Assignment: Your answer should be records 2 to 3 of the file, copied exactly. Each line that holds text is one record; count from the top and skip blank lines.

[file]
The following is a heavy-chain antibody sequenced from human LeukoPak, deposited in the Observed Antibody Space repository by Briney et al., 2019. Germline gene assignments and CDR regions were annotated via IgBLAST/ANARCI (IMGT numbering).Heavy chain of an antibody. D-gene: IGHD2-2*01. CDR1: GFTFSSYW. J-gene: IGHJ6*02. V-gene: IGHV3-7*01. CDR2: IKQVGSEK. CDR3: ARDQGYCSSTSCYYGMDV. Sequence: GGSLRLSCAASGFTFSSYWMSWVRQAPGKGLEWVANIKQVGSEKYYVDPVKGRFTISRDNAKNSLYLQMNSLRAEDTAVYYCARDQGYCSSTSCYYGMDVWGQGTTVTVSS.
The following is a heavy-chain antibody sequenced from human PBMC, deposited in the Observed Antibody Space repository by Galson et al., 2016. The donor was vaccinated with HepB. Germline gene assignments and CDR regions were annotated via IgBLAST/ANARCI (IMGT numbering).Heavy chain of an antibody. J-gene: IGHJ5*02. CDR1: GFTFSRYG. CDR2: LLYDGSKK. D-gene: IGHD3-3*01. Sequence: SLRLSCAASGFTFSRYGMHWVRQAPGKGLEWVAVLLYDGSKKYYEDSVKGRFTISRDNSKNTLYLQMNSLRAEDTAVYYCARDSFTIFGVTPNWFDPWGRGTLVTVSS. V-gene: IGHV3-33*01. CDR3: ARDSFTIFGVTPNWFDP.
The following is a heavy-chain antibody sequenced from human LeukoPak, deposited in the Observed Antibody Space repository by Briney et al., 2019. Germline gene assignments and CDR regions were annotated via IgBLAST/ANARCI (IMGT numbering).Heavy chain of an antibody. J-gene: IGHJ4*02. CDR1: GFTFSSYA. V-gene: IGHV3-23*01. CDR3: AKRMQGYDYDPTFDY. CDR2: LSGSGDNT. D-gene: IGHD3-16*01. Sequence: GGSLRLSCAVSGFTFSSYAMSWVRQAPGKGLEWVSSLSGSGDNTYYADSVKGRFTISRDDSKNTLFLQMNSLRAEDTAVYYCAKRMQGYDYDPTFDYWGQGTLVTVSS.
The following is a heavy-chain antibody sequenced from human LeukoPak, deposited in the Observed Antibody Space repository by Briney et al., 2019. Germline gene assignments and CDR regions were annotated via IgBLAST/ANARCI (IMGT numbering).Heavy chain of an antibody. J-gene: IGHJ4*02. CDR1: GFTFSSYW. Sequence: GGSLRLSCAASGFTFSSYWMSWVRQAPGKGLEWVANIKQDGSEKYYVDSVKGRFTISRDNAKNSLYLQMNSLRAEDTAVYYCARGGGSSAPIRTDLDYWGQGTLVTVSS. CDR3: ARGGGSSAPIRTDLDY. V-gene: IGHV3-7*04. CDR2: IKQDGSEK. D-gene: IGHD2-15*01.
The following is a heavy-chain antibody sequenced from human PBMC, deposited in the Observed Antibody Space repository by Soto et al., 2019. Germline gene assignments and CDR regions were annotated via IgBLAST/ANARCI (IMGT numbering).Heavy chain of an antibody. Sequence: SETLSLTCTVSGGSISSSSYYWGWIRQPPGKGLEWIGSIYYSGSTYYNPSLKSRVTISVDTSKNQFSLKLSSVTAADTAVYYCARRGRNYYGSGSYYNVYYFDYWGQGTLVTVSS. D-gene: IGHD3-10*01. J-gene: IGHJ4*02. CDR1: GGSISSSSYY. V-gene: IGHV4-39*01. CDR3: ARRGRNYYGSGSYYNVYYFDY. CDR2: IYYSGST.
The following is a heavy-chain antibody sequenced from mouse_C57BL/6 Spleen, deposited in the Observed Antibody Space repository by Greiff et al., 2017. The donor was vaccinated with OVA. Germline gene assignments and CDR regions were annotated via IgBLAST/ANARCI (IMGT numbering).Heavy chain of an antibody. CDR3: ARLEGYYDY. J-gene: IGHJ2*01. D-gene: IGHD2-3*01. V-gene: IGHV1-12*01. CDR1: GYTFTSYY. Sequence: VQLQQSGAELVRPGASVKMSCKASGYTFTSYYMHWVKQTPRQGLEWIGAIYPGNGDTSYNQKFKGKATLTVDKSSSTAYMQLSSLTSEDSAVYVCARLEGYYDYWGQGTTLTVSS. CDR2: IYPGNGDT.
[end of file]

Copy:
The following is a heavy-chain antibody sequenced from human PBMC, deposited in the Observed Antibody Space repository by Galson et al., 2016. The donor was vaccinated with HepB. Germline gene assignments and CDR regions were annotated via IgBLAST/ANARCI (IMGT numbering).Heavy chain of an antibody. J-gene: IGHJ5*02. CDR1: GFTFSRYG. CDR2: LLYDGSKK. D-gene: IGHD3-3*01. Sequence: SLRLSCAASGFTFSRYGMHWVRQAPGKGLEWVAVLLYDGSKKYYEDSVKGRFTISRDNSKNTLYLQMNSLRAEDTAVYYCARDSFTIFGVTPNWFDPWGRGTLVTVSS. V-gene: IGHV3-33*01. CDR3: ARDSFTIFGVTPNWFDP.
The following is a heavy-chain antibody sequenced from human LeukoPak, deposited in the Observed Antibody Space repository by Briney et al., 2019. Germline gene assignments and CDR regions were annotated via IgBLAST/ANARCI (IMGT numbering).Heavy chain of an antibody. J-gene: IGHJ4*02. CDR1: GFTFSSYA. V-gene: IGHV3-23*01. CDR3: AKRMQGYDYDPTFDY. CDR2: LSGSGDNT. D-gene: IGHD3-16*01. Sequence: GGSLRLSCAVSGFTFSSYAMSWVRQAPGKGLEWVSSLSGSGDNTYYADSVKGRFTISRDDSKNTLFLQMNSLRAEDTAVYYCAKRMQGYDYDPTFDYWGQGTLVTVSS.